Despite Change Of Venue, Festival Is Still All About The Music
Fort Harrod Jazz Festival is back, but not at Fort Harrod this year. Because of the difficulties with planning events during the COVID-19 pandemic, the organizers were forced to move the festival to Shaker Village of Pleasant Hill this year.
“The change in venues is bittersweet as Fort Harrod has been a great partner and supporter of the festival from the beginning,” said Sam Carr, who has been one of the driving forces behind the festival since its inception. “At the same time, we are very excited about working with Shaker Village with their event expertise and ability to host large events. Going forward, we really feel like we have two great venues. We are already talking about ways to use both venues as we grow the festival.”
While the venues have changed, the focus of the jazz festival has not. The goal since the first festival back in 2013 has been the same: to bring world class jazz performances to an iconic setting. The festival has 12 acts scheduled to play over three days. This year’s festival will kick off with a special concert on Friday, Sept. 17, at Olde Towne Park on Main Street by the “electric jazz” ensemble Cosmic Collective. The concert starts at 7 p.m.
A big favorite with festival-goers in the past, the Cosmic Collective, led by vocalist Nikki Elias started at Middle Tennessee State University. They perform year round and have an album coming this winter featuring Grammy winner Jeff Coffin.
The Jazz Festival begins on Saturday, Sept. 18, at Shaker Village with another returning favorite, Paladin, at noon featuring New Orleans trumpeter, James Poole III. They’re followed by Blue Groove Jazz, the Campbellsville University Faculty Jazz Ensemble and the Jamey Aebersold Quartet. A native of New Albany, Indiana, Aebersold is a member of the International Association of Jazz Educators Hall of Fame, along with jazz luminaries like Count Basie, Duke Ellington and Charlie Parker.
At 6 p.m., another returning favorite, the Sofia Goodman Group of Nashville, will take the stage. Goodman is a Berklee College of Music graduate whose drumming has earned her comparisons Al Jackson Jr., Roger Hawkins and Benny Benjamin.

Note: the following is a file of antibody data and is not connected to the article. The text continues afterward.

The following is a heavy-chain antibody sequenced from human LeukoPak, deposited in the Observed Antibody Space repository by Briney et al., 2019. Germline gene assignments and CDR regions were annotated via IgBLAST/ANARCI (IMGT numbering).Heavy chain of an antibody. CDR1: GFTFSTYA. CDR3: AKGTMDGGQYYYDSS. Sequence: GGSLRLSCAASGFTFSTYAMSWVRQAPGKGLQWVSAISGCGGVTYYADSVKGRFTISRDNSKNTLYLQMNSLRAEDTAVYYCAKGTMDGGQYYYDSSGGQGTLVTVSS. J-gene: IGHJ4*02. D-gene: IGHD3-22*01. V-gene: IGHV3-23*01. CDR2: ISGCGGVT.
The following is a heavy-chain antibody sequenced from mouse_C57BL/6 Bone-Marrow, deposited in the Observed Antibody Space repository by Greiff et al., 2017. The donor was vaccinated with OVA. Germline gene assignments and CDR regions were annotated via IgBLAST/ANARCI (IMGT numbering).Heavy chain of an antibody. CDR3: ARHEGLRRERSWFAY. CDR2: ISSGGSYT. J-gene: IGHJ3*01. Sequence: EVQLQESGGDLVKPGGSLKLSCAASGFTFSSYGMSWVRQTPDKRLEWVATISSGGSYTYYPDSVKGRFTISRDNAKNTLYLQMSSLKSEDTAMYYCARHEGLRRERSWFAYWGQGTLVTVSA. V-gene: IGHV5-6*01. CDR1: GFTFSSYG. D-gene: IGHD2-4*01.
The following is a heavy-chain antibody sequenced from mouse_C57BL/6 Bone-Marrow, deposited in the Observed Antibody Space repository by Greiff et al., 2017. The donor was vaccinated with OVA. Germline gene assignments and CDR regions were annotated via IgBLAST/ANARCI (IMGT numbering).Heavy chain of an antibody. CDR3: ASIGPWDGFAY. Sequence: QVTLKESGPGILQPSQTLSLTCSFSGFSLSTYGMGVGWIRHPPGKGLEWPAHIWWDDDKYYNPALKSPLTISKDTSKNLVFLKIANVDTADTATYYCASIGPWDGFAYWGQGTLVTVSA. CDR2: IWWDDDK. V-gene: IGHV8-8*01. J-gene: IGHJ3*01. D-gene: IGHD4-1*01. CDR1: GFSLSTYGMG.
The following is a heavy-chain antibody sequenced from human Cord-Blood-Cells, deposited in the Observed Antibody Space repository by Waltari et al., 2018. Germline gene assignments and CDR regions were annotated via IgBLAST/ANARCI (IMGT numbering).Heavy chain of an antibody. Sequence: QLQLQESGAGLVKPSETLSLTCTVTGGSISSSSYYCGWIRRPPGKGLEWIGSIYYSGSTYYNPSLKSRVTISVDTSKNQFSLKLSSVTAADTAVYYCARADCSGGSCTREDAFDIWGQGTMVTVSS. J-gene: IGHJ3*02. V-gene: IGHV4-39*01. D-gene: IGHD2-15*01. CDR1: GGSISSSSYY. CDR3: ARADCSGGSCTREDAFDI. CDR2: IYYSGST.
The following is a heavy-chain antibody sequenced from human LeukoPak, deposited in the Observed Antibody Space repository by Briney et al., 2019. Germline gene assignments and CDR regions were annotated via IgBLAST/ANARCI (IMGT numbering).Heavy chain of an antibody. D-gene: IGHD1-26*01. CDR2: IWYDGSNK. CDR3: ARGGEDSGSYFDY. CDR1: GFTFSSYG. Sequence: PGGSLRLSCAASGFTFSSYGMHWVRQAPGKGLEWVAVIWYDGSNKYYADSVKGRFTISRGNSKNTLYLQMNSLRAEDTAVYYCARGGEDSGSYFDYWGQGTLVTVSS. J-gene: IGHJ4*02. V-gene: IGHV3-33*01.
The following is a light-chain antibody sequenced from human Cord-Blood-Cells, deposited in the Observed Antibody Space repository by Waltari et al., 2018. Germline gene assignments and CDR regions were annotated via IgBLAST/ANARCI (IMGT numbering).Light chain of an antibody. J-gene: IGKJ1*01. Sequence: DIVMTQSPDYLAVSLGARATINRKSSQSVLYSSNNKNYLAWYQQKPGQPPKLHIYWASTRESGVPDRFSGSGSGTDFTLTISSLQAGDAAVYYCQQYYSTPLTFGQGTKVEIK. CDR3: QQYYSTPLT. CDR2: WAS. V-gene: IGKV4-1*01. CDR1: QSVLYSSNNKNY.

Goodman is followed by the headliner, saxophonist Adrian Crutchfield, at 8:30 p.m. Crutchfield is the last horn player to record and tour with Prince. He has also toured with artists such as Bette Midler, Lionel Richie, Anthony Hamilton and Bootsy Collins.
The focus on Sunday, Sept. 19, includes local college bands and larger ensembles, a Jazz Festival tradition. The music starts at noon with the University of Kentucky Jazz Ensemble, followed by the old school jazz of perennial festival favorites the Walnut Street Ramblers.
The Ramblers are led by piano player Dick Domek and started in 2006 in Danville. One of life’s great mysteries is that whenever the band plays, children who have never heard of Louis Armstrong, Bix Beiderbecke or Jelly Roll Morton will jump to their feet and begin dancing the Charleston. It must be in the genes, but it’s sure something to see.
The Asbury University are next, followed by local favorite the MetroGnomes, a 19-piece professional big band out of Lexington led by bass trombonist Doug Oatley, who formerly played for Stan Kenton.
Closing out the festival is the Ron Jones Quartet of Louisville. Saxophonist Ron Jones has played with some of the biggest names in jazz like Diane Reeves, Kenny Kirkland and Wynton, Branford and Delfeayo Marsalis. Along with great music, there are also lots of food vendors and beverages available for attendees.
“The festival remains a free event with a focus on drawing visitors to the community,” Carr said. In addition to his role behind the scenes, Carr leads Blue Groove Jazz, plays sax in the MetroGnomes and has been known to sit in with college jazz ensembles.
“We greatly appreciate our 35 sponsors and partners, including top Corporate sponsor, Family Wealth Group, who is sponsoring free admission for visitors to have full access to dozens of historic exhibits, guided tours, and other engaging experiences across the entire 3,000 acres at Shaker Village,” he said.
This year attendees are encouraged to bring chairs, a 10 by 10 pop up tent if they wish, their friends and family, and even well behaved dogs on leashes.
For more information, visit ftharrodjazzfest.org or check out their Facebook page. Per current Center for Disease Control and Prevention guidelines, the festival is recommending that attendees bring and wear a mask when a social distance of six feet cannot be maintained. Masks are required if using parking shuttle bus services onsite at the festival.
Friday, Sept. 17
7 p.m.—Cosmic Collective at Olde Towne Park on Main Street
Saturday, Sept. 18
1:30 p.m.—Blue Groove Jazz
3 p.m.—Campbellsville University Faculty Jazz Ensemble
4:30 p.m.—The James Aebersold Quartet
6 p.m.—The Sofia Goodman Group
8:30 p.m.—Adrian Crutchfield
Sunday, Sept. 19
Noon—University of Kentucky Jazz Ensemble
12:45 p.m.—Walnut Street Ramblers
2:15 p.m.—Asbury University
3:15 p.m.—The MetroGnomes
4:14 p.m.—The Ron Jones Quartet